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The Daily Wildcat

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The Daily Wildcat

The Daily Wildcat


    “CDs another disposable trend? CDs out, vinyl and downloading in”

    This holiday season, there will be a number of ways music will be put in the hands of eager gift recipients. For some, it’ll be an iTunes gift card. Others might get that shiny new iPod they’ve been wanting, or an MP3 player.

    Whatever it is, precious few gift givers will risk the chance of being deemed unhip or out-of-touch by actually going out and buying a CD, especially if the receiver was born in 1990 or earlier. The new music generation is used to having a plethora of music at their fingertips, to download either legally or illegally through file-sharing networks (now that’s what I call good, clean socialism).

    In a time when the economy is in the dumps and students have extremely busy schedules, music has to be taken in a piecemeal fashion.

    Blaire Baker, a musical theatre sophomore, says she tries to listen to music whenever she gets the chance. “”Most of the time, I listen to it when I’m working on homework on iTunes,”” Baker said, “”or I listen to my iPod when riding my bike or working out.””

    According to Baker, she usually just listens to CDs in her car, and because of being swamped with school, has to listen to a new album whilst multitasking.

    Baker said she appreciates the effort and creativity bands put into making an album, but it’s not always black and white for her.

    “”I really like the liner notes and the artwork and everything; it’s just a matter of convenience and cost,”” Baker said.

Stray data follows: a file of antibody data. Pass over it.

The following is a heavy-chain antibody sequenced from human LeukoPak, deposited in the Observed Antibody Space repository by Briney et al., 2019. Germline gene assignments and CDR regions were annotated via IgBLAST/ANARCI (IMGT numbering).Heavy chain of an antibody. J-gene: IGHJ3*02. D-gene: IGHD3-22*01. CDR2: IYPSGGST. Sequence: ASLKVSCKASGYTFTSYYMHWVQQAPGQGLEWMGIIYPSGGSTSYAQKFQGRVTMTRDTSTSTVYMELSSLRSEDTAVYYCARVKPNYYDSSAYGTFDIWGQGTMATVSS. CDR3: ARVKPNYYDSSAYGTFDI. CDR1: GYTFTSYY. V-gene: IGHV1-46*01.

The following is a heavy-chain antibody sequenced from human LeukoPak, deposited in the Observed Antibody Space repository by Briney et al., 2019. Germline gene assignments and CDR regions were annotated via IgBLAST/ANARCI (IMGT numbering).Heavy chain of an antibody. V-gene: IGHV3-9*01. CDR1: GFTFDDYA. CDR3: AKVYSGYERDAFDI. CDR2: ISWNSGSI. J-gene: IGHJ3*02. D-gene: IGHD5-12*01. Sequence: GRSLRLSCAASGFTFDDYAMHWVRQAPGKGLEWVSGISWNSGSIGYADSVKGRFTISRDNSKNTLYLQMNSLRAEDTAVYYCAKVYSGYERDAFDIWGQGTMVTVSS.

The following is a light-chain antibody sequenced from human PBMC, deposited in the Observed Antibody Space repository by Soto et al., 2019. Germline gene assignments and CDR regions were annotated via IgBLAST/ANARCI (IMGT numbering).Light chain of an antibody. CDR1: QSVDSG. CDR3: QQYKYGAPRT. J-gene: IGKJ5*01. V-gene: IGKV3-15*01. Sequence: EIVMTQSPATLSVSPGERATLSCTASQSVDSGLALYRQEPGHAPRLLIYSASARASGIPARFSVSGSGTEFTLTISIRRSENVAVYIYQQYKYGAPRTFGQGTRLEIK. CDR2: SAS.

As the Daily Wildcat reported last week, KAMP student radio will be intermittently giving away a good portion of their CDs for free on the UA Mall, as the station tries to make room for new music and transitions to a computer-based format for their DJs.

    Neema Eshrati, KAMP’s general manager, says he understands how unreliable technology can be and will have hard copies of all the CDs that are being put on the hard drives.

    “”We already have all these CDs,”” Eshrati said. “”We’re not going through and obtaining music only digitally that we wouldn’t have a hard copy of.””

    According to Eshrati, the music will be taking up terabytes of space – also known as a crapload.

    Eshrati said part of the problem is that the station has many duplicates of CDs, and that they are essentially separating the wheat from the chaff so they can decide what to keep in order to make room for a constant stream of music.

    The station is giving away the music in order to also get the word out about KAMP and attract more listeners, Eshrati said.

    Truth be told, CDs have always been the inferior format, although they are a good step above the extinct entities known as the audiocassette and the 8-track player. CDs are by no means on the way out, but hardcore music-listeners and audiophiles are turning to other methods – downloading included – to get their fix.

    It’s funny to me when teachers talk about vinyl LPs as if they are ancient and “”us kids”” wouldn’t know about them. Record labels like Touch & Go out of Chicago, Ill., not only keep vinyl in stock, but also offer free MP3 downloads of their new albums along with the purchase of the LP.

    Kevin Barbro, an employee at Toxic Ranch Records in Tucson, said vinyl sales in the store have actually gone up, and it’s the format he prefers.

    “”Personally, I don’t really do online things,”” Barbro said, “”just because I like having the actual music, the actual format, and at this point now I pretty much only buy vinyl.””

    Brad Sumner, a shift manager at Zia Records, said vinyl is becoming more popular, and the store stocks not only new vinyl releases, but reissues and used records.

    Albums like The Beatles’ Sgt. Pepper’s Lonely Hearts Club Band and The Who Sell Out, which are meant to be listened to as cohesive entities, couldn’t possibly compete with today’s market, because who listens to an entire album anymore? Although this trend of downloading is all well and good, it’s just a trend, and as the resurgence of vinyl proves, rock ‘n’ roll is here to stay.

    – Matt Wavrin is a media arts senior. He can be reached at

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